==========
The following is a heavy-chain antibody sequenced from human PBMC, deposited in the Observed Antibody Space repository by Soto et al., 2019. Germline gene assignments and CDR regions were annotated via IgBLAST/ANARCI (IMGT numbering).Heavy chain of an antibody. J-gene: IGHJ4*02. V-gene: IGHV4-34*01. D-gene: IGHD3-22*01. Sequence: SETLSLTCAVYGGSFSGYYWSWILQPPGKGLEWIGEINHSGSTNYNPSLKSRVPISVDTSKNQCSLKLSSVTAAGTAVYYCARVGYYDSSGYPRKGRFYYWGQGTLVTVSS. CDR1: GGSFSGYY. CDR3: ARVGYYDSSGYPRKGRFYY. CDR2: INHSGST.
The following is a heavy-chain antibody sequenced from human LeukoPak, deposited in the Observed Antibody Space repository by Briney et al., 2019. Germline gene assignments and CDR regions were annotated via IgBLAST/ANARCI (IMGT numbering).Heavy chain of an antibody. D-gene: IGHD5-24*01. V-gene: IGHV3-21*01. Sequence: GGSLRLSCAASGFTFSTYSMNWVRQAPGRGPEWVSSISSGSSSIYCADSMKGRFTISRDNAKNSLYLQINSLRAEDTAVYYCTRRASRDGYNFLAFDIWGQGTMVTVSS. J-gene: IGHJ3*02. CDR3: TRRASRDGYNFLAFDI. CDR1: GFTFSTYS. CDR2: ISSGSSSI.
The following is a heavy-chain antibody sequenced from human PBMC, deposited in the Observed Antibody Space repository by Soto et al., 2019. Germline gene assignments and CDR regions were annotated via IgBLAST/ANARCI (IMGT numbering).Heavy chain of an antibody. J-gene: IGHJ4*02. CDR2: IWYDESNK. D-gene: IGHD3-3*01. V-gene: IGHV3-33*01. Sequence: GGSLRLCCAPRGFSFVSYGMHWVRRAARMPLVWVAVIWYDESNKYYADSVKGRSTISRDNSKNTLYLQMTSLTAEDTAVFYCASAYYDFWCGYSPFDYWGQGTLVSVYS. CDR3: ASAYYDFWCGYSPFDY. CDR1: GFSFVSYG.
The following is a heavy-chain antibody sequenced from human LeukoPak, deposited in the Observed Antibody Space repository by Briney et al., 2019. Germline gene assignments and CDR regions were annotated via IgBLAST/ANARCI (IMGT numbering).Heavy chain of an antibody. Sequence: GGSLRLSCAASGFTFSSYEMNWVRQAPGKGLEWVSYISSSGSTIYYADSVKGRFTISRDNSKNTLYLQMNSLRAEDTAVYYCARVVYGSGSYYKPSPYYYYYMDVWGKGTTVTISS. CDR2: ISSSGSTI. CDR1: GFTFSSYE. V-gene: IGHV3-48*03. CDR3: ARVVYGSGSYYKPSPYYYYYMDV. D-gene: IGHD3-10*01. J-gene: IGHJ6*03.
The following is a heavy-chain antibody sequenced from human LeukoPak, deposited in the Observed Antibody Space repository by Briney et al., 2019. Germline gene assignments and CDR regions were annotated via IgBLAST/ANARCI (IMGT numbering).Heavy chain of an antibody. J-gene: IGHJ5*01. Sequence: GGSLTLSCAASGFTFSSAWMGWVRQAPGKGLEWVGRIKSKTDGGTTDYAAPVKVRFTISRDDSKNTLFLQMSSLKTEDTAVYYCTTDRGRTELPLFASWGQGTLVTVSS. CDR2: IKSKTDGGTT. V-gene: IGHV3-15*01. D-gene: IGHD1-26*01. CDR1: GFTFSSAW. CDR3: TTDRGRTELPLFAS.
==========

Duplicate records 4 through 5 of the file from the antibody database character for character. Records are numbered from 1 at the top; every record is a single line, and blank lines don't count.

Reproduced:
The following is a heavy-chain antibody sequenced from human LeukoPak, deposited in the Observed Antibody Space repository by Briney et al., 2019. Germline gene assignments and CDR regions were annotated via IgBLAST/ANARCI (IMGT numbering).Heavy chain of an antibody. Sequence: GGSLRLSCAASGFTFSSYEMNWVRQAPGKGLEWVSYISSSGSTIYYADSVKGRFTISRDNSKNTLYLQMNSLRAEDTAVYYCARVVYGSGSYYKPSPYYYYYMDVWGKGTTVTISS. CDR2: ISSSGSTI. CDR1: GFTFSSYE. V-gene: IGHV3-48*03. CDR3: ARVVYGSGSYYKPSPYYYYYMDV. D-gene: IGHD3-10*01. J-gene: IGHJ6*03.
The following is a heavy-chain antibody sequenced from human LeukoPak, deposited in the Observed Antibody Space repository by Briney et al., 2019. Germline gene assignments and CDR regions were annotated via IgBLAST/ANARCI (IMGT numbering).Heavy chain of an antibody. J-gene: IGHJ5*01. Sequence: GGSLTLSCAASGFTFSSAWMGWVRQAPGKGLEWVGRIKSKTDGGTTDYAAPVKVRFTISRDDSKNTLFLQMSSLKTEDTAVYYCTTDRGRTELPLFASWGQGTLVTVSS. CDR2: IKSKTDGGTT. V-gene: IGHV3-15*01. D-gene: IGHD1-26*01. CDR1: GFTFSSAW. CDR3: TTDRGRTELPLFAS.